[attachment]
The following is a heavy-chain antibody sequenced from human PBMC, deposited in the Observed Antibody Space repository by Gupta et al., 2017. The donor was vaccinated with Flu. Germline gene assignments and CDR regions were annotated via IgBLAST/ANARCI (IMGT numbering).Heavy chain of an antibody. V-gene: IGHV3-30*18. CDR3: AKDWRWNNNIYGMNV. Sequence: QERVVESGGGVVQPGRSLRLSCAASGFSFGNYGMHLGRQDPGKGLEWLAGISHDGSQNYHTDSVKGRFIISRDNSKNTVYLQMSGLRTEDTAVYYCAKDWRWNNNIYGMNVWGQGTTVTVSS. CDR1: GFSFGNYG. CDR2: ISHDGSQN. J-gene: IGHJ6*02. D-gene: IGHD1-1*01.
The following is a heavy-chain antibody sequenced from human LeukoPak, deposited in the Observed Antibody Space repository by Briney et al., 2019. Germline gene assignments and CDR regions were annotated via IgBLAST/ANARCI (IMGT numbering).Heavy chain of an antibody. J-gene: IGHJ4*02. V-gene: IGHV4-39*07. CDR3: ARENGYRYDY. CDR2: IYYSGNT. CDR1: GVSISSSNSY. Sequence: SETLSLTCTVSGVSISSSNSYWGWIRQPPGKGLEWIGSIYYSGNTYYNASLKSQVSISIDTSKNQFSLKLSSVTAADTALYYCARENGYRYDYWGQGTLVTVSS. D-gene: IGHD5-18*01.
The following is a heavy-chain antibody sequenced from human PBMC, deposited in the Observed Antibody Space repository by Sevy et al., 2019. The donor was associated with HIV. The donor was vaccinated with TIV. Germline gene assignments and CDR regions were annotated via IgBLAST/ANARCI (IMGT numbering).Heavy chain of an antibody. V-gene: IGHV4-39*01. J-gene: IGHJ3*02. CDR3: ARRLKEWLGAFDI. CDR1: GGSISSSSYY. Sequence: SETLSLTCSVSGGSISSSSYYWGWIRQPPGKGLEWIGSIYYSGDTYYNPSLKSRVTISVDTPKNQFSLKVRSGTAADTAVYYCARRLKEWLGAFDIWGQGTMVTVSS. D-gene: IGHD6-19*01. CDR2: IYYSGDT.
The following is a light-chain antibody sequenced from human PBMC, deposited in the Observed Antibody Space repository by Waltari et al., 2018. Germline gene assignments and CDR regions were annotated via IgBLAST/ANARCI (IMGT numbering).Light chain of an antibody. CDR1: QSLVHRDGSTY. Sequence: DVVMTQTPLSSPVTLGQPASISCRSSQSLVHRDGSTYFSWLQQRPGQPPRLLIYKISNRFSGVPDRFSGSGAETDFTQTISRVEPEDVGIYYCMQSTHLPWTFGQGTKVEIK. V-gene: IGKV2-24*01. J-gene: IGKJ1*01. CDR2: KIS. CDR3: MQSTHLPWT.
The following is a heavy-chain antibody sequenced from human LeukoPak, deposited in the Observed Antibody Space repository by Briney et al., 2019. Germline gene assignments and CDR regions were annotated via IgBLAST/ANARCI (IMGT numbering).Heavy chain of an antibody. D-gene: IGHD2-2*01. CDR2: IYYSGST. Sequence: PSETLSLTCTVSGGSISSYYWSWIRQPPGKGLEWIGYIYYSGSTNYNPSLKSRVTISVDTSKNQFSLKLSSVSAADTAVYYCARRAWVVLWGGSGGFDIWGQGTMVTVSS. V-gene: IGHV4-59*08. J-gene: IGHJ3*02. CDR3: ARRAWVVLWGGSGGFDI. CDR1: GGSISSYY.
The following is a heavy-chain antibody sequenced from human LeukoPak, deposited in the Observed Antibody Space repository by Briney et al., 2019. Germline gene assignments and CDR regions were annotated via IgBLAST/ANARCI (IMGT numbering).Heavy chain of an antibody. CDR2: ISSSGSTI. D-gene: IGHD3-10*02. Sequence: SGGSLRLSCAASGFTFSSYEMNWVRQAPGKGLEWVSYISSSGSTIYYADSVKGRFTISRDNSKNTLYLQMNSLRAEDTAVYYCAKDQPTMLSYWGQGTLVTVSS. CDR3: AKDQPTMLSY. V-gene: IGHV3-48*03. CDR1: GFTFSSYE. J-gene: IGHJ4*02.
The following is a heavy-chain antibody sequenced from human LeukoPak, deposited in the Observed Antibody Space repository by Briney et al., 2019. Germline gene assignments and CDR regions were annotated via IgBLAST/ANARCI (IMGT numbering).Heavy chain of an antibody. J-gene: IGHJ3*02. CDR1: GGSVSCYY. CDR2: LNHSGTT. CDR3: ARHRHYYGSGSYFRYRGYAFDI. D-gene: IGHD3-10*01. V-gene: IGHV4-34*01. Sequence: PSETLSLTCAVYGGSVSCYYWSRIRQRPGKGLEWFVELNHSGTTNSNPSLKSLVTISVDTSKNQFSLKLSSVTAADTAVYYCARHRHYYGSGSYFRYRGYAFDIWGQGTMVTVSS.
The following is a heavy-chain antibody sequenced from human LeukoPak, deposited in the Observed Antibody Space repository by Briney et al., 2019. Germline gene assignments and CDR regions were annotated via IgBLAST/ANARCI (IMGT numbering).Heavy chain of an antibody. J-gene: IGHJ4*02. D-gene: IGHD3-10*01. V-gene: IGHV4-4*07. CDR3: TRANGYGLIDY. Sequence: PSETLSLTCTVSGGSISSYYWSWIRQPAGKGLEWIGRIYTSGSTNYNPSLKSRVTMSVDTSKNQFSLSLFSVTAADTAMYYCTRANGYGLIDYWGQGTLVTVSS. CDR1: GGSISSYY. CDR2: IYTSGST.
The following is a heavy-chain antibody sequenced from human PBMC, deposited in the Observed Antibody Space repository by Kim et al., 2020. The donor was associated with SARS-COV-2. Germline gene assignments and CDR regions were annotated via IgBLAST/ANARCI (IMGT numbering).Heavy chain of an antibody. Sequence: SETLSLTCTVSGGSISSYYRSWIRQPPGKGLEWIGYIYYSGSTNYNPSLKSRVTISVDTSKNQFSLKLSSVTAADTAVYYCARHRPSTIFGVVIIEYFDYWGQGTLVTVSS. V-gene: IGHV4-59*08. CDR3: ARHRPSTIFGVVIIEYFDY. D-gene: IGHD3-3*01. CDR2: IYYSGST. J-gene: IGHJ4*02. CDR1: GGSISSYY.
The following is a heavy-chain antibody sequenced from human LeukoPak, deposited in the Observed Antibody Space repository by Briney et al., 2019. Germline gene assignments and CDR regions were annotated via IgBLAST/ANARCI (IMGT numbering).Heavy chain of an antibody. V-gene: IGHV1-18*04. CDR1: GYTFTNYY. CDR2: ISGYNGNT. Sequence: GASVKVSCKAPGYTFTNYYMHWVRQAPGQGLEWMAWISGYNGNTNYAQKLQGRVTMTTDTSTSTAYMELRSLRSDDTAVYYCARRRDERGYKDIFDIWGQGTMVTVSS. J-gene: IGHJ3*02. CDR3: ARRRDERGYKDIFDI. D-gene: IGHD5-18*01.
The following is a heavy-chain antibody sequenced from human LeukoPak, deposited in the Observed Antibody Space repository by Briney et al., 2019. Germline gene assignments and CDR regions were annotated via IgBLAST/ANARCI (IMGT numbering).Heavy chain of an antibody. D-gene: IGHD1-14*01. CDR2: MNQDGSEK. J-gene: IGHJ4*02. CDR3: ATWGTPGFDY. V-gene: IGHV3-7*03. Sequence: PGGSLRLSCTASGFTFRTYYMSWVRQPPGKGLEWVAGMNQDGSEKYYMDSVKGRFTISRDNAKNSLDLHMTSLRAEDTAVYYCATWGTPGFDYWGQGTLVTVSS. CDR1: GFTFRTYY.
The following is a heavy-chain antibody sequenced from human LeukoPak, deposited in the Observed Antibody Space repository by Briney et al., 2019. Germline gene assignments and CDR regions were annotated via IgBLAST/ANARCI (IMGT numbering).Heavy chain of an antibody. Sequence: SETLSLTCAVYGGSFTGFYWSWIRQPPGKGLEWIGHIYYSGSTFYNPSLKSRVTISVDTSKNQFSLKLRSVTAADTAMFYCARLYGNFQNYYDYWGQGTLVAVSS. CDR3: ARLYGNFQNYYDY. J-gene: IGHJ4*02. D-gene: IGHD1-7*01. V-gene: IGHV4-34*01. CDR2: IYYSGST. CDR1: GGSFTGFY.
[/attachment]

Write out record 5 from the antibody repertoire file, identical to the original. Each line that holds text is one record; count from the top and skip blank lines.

The following is a heavy-chain antibody sequenced from human LeukoPak, deposited in the Observed Antibody Space repository by Briney et al., 2019. Germline gene assignments and CDR regions were annotated via IgBLAST/ANARCI (IMGT numbering).Heavy chain of an antibody. D-gene: IGHD2-2*01. CDR2: IYYSGST. Sequence: PSETLSLTCTVSGGSISSYYWSWIRQPPGKGLEWIGYIYYSGSTNYNPSLKSRVTISVDTSKNQFSLKLSSVSAADTAVYYCARRAWVVLWGGSGGFDIWGQGTMVTVSS. V-gene: IGHV4-59*08. J-gene: IGHJ3*02. CDR3: ARRAWVVLWGGSGGFDI. CDR1: GGSISSYY.